As a longtime Knicks fan, the concept of “Lin-sanity,” is challenging to me.
Born into the Championship era of the late 60’s and early 70’s, I admit having a reason to watch NBA basketball in 2012 is great, especially when the 2011-12 season began with a horrible labor strike.
Following the lock-out, the Knicks had moments of promise followed by a sustained amount of disappointment. During a troubling stretch of five or more loses in a row, it looked as if the season was over before it began.
Coach D’Antoni didn’t look as though he cared and he then turned multi-million dollar forward Carmelo Anthony into a point-forward/point guard. By the end of January, ‘Melo was hurt and on the DL and Amare’ was on bereavement leave.
Then almost overnight – things changed.
An undrafted, D-League point guard named Jeremy Lin was thrown into the mix and nothing would ever be the same again. The 23-year-old guard from Harvard University touched off a new era of winning in New York City – dubbed “Lin-sanity” by the media.
So why does the mention of the term annoy me?
Because during what was supposed to be a pure for me, the emergence of a young point guard, (something I hadn’t seen since Mark Jackson or Rod Strickland) the media, with all of its exploitative and divisive powers, found a story that it could ride for eternity.
When the “Jeremy Lin Era,” began in New York, the media pounced on the situation and recklessly began injecting Jeremy’s surname into every pun-based headline in could fit into American pop culture.
It was “Lin-sanity,” “Lin-sane in the Membrane;” “Lin-ing;” “Lin-mania,” when the Knicks went on an unprecedented 8-game run that lifted them from 8-15 to 15-16 in February. Led by the first ever Taiwanese/Chinese American point guard, a Knicks winning streak was accented by day-after-day of screaming pun-laced headlines.
His name was everywhere, his jersey was the hottest item in all of sports and the media fabricated legend of Lin grew overnight. From Ben & Jerry’s “Taste the Lin-Sanity,” frozen vanilla yogurt, with fortune cookies and honey swirls, to a multitude of marriage proposals, to rumors he was dating NBA sweet trap Kim Kardashian – nothing was hotter than this former backup.It was disturbing and inescapable for someone living in the New York metropolitan area and it had to be overwhelming for Lin.
Now don’t get me wrong, I praise Jeremy and all he has overcome to become the starting point guard. He wasn’t drafted, rode the pine on both the Golden State Warriors and Houston Rockets; got cut; played in the developmental league; and was again benched when he came to New York on Dec. 28th.
He overcame all of that and ended up living on temporary league contracts while sleeping on his brother’s couch and ultimately the more luxurious sofa of teammate Landry Fields, before getting his big shot against the rival NJ Nets.
Since his Feb. 4th debut, Lin has set new NBA records by scoring more points than any player in his first three starts and averaging 26.8 points and 8 assists in five games – which is noteworthy and impressive.
However, you know the pendulum of public opinion swings both ways.
For all of the silly Lin-sanity – there had to be some Lin-sensitive angles on his story conveyed through an often short-sided media environment that has never had this much unbridled exposure to an Asian American sports star before.
On February 10, FoxSports.com writer Jason Whitlock insinuated Lin had a two-inch penis and even World Champion Boxer Floyd Mayweather tweeted that Lin was only grabbing national attention due to his ethnicity and not due to his accomplishments.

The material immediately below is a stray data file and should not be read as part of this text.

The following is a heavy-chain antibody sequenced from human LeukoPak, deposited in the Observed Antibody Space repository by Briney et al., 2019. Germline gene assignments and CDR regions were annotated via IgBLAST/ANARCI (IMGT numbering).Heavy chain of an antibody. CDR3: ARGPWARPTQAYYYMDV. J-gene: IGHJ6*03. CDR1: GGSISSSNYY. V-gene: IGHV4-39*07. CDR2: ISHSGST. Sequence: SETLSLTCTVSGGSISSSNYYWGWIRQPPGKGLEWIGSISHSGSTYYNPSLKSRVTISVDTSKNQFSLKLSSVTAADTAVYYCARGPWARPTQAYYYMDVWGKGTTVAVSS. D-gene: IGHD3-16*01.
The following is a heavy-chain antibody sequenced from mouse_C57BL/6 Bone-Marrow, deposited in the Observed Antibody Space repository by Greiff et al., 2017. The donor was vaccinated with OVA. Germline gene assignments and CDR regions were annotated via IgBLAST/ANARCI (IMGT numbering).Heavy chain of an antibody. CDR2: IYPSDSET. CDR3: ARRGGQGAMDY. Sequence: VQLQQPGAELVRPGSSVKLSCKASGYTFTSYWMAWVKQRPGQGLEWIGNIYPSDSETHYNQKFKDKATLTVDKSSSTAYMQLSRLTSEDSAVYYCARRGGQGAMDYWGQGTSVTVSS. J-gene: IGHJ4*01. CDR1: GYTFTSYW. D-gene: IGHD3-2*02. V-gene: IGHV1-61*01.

Forbes Magazine ran a headline of: “Jeremy Lin Destroys Notion That Asians Can’t Drive,” and there was a similar head posted throughout Facebook. Just before we could draw another breath – there was the NY Post’s – “Am-asian” headline and the MSG graphic of a crumbled fortune cookie with the inscription of “Knicks Good Fortune.”
The Grand-daddy of all “subtle” racist slurs came after a loss to the Charlotte Hornets when ESPN ran a headline that read: “Chink in the Armor.”
ESPN later fired the employee responsible for the over the top racist header and Lin was seemingly unfazed by the shocking casual racism displayed by the national media over his ethnicity. Media Action Network for Asian Americans (MANAA) – praised the firing.
“We had not asked for anyone to be fired nor suspended,” stated MANAA Founding President Guy Aoki in a group press release. “King (ESPN’s Senior Vice President of Media) was supposed to get back to me once he understood the intention of the editor who wrote the headline—was it his attempt at humor? Was he not aware ‘chink’ is a racial slur against Chinese people? But he never called back. The apology should’ve extended to the entire Asian American community, not to just Lin. However, we appreciate how seriously ESPN took these gaffes.”
For me, I was actually mildly happy that Lin-sanity came to a crashing halt with losses to the Nets and later the Miami Heat, just prior to the All-Star break.
In the Heat game, Lin shot a nightmarish 1-11 and scored eight points, with just three assists, which normally would have pissed me off, but instead, I breathed a sigh of relief.
I thought we finally may have seen the end of the media hype campaign and a return to the reality of being the improving Knicks, led by a young point guard.
Where the mania of Lin-sanity may have made others go bonkers and obsess over all things Jeremy, it made me wonder what is being said about Lin and others of his ethnicity when there is no media spotlight.
As it turns out, after a small dose of the international reaction to the amazing play of this young man of Asian-descent, too many people are sadly still racially “Lin-sensitive.”